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Detail of BEN SAKOGUCHI’s Chinatown, 2014, acrylic on canvas, wooden frames (15 panels), 134.6 × 231.1 cm. Courtesy Bel Ami, Los Angeles.

Chinatown

Ben Sakoguchi

Also available in:  Chinese

Borrowing from the language of commemorative plaques, comic books, political cartoons, and pop culture, Ben Sakoguchi’s 15-panel, acrylic-on-canvas Chinatown (2015) was the banner work in his exhibition of the same name at Bel Ami gallery, itself located in Los Angeles’s Chinatown neighborhood. The central panel of Sakoguchi’s painting is a searing depiction of the Chinese massacre of 1871, in which 18 Chinese men were hanged by a mob of 500 White and Hispanic men, less than a kilometer from the gallery. Considered the largest mass lynching in United States history, it is an event not covered in the official history books that form American national identity. Sakoguchi’s exhibition—which, in addition to Chinatown, included smaller canvases made throughout a five-decade career—offered an alternative American history told through racialized and bigoted affronts, through the eyes of an octogenarian Japanese-American who spent his formative years with his family in an Arizona internment camp during World War II. The unassuming show in a quiet Chinatown shopping center carried great import and timeliness, considering the rising anti-Asian sentiment in the United States and the killings, during the show’s run, of six Asian spa workers in Atlanta by White mass shooter Robert Aaron Long.

Chinatown is the only work in the main exhibition space, evoking a memorial or mausoleum. Meticulous attention is paid to each of the 18 victims, with their detailed clothing and lifeless, gaping faces. The figures are partially obscured by Sakoguchi’s overlaying of latticed, decorative screens, the type often seen throughout touristy Chinatowns in the US, suggesting that we continue to view non-hegemonic or non-Western cultures through an Orientalizing lens. 

Smaller canvases radiate around this central panel like aftershocks to the 1871 massacre. One canvas depicts incidences including the expulsion of over 200 Chinese people after the Seattle riot of 1886 and the 1885 Rock Springs, Wyoming, massacre of more than 28 Chinese miners. Other panels illustrate 19th-century political posters comparing the Chinese to rats; the Chinese Exclusion Act of 1882; a grouping of stereotyped, sneering Chinese villains from American comic books; and examples of yellowface in classic Hollywood movies. A portrait panel of Vincent Chin, who was mistaken as being Japanese and beaten to death in 1982 by two Detroit auto workers who blamed the declining local industry on Japanese car imports, felt wincingly reminiscent of the beating in April 2021 of an elderly Mexican woman on a bus in Los Angeles by an assailant who perceived her as Chinese.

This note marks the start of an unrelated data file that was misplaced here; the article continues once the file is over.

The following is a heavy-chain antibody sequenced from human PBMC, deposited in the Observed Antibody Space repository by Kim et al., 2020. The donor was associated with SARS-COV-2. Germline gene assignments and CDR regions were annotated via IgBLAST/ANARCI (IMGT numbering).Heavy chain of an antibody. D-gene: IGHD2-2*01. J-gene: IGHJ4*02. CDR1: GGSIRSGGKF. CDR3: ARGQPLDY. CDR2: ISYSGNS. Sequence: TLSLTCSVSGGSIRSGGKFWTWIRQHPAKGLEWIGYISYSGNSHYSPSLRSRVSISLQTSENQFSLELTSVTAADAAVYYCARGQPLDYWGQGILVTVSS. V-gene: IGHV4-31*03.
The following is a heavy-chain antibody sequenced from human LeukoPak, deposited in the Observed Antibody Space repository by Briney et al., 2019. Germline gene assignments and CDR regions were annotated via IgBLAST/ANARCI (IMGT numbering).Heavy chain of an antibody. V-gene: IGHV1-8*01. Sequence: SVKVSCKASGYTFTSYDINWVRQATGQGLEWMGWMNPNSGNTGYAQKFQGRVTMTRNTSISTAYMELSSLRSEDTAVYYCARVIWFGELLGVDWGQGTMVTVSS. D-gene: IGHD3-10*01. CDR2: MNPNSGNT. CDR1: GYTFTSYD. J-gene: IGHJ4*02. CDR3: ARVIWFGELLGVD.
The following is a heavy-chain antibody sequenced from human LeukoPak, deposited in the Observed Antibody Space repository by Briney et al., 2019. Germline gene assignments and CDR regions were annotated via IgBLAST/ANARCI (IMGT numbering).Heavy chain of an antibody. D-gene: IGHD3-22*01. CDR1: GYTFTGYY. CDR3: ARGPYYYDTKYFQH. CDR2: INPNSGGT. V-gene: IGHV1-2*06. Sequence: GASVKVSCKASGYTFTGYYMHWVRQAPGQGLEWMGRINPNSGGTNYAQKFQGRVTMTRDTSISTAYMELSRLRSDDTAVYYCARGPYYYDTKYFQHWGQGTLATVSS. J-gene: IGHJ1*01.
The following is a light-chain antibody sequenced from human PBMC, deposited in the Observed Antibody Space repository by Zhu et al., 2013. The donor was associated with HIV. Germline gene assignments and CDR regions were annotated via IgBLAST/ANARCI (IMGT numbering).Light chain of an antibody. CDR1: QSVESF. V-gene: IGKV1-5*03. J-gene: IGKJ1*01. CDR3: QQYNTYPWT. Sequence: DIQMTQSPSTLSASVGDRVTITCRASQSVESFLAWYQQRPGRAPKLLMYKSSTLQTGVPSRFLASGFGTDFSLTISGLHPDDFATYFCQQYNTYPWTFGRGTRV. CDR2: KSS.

A panel titled Slitty-Eyes is dedicated to more than a dozen instances in which public figures made the derogatory slanted-eyes gesture or openly used the racial slur “slitty-eyes,” including David Bowie, comedian Sarah Silverman, Prince Phillip, various sports figures at the Beijing 2008 Summer Olympics, Miley Cyrus, and more. Racism against Asians is a murky topic in the US, in part due to the model-minority myth and the effacement of Asian-American contribution and struggle in the nation’s historical narrative. The feat accomplished by Chinatown is that it reads like a forensic chart that clearly catalogues the reality of longstanding anti-Chinese and anti-Asian sentiment in the US. 

Smaller works in the back room follow a unique rubric the artist devised in the 1970s, in which advertisements and signage for oranges—a distinctly 19th- and early 20th-century Southern California product—are appropriated in paintings about everything from baseball to politics to art history. The charming La Vide Brand (1997), from when Sakoguchi lived in Giverny, imagines Claude Monet swan-diving off his Japanese bridge side by side with Yves Klein’s Leap into the Void (1960). In El Niño Brand (2002), Sakoguchi creates a humorous trifecta between an orange, the NASA logo, and a climate map of a warming planet Earth. Pointing to the dearth of medical resources in the US during the onset of the pandemic, PPE Brand (2020) places the Boy Scouts’ “Be Prepared” logo with unflattering images of former president Donald Trump, improvised protective gear, and trash-bag-wrapped oranges. These smaller works show Sakoguchi’s knack for combining disparate elements to reveal unsavory realities within society, making his an essential voice in an unvarnished American cultural landscape. 

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